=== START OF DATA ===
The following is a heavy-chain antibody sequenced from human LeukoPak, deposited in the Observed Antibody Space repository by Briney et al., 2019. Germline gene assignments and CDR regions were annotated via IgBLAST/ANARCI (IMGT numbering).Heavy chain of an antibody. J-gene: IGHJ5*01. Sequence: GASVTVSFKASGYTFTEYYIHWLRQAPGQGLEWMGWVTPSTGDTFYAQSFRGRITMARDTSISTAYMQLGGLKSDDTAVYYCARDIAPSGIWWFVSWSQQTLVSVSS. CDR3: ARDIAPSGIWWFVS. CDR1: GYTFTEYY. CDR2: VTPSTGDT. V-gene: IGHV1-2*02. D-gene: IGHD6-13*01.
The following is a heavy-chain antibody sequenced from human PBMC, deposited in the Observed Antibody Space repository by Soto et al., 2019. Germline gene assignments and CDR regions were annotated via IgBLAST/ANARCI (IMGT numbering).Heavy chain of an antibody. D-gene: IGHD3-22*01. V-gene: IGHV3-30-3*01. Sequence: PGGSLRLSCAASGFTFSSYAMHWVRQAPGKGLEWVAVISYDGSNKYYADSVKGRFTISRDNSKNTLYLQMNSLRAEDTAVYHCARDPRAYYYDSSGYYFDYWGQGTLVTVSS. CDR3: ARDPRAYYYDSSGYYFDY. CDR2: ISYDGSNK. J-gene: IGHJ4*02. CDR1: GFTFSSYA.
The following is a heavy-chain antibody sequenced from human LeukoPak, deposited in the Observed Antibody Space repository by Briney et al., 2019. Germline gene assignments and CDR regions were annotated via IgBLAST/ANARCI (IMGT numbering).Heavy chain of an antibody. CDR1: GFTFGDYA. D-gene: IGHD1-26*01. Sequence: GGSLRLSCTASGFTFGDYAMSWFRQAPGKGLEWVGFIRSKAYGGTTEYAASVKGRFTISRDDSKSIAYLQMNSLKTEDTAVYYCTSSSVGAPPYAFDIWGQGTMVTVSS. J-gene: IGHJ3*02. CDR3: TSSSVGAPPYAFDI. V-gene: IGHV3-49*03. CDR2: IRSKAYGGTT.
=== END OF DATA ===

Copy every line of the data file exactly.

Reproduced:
The following is a heavy-chain antibody sequenced from human LeukoPak, deposited in the Observed Antibody Space repository by Briney et al., 2019. Germline gene assignments and CDR regions were annotated via IgBLAST/ANARCI (IMGT numbering).Heavy chain of an antibody. J-gene: IGHJ5*01. Sequence: GASVTVSFKASGYTFTEYYIHWLRQAPGQGLEWMGWVTPSTGDTFYAQSFRGRITMARDTSISTAYMQLGGLKSDDTAVYYCARDIAPSGIWWFVSWSQQTLVSVSS. CDR3: ARDIAPSGIWWFVS. CDR1: GYTFTEYY. CDR2: VTPSTGDT. V-gene: IGHV1-2*02. D-gene: IGHD6-13*01.
The following is a heavy-chain antibody sequenced from human PBMC, deposited in the Observed Antibody Space repository by Soto et al., 2019. Germline gene assignments and CDR regions were annotated via IgBLAST/ANARCI (IMGT numbering).Heavy chain of an antibody. D-gene: IGHD3-22*01. V-gene: IGHV3-30-3*01. Sequence: PGGSLRLSCAASGFTFSSYAMHWVRQAPGKGLEWVAVISYDGSNKYYADSVKGRFTISRDNSKNTLYLQMNSLRAEDTAVYHCARDPRAYYYDSSGYYFDYWGQGTLVTVSS. CDR3: ARDPRAYYYDSSGYYFDY. CDR2: ISYDGSNK. J-gene: IGHJ4*02. CDR1: GFTFSSYA.
The following is a heavy-chain antibody sequenced from human LeukoPak, deposited in the Observed Antibody Space repository by Briney et al., 2019. Germline gene assignments and CDR regions were annotated via IgBLAST/ANARCI (IMGT numbering).Heavy chain of an antibody. CDR1: GFTFGDYA. D-gene: IGHD1-26*01. Sequence: GGSLRLSCTASGFTFGDYAMSWFRQAPGKGLEWVGFIRSKAYGGTTEYAASVKGRFTISRDDSKSIAYLQMNSLKTEDTAVYYCTSSSVGAPPYAFDIWGQGTMVTVSS. J-gene: IGHJ3*02. CDR3: TSSSVGAPPYAFDI. V-gene: IGHV3-49*03. CDR2: IRSKAYGGTT.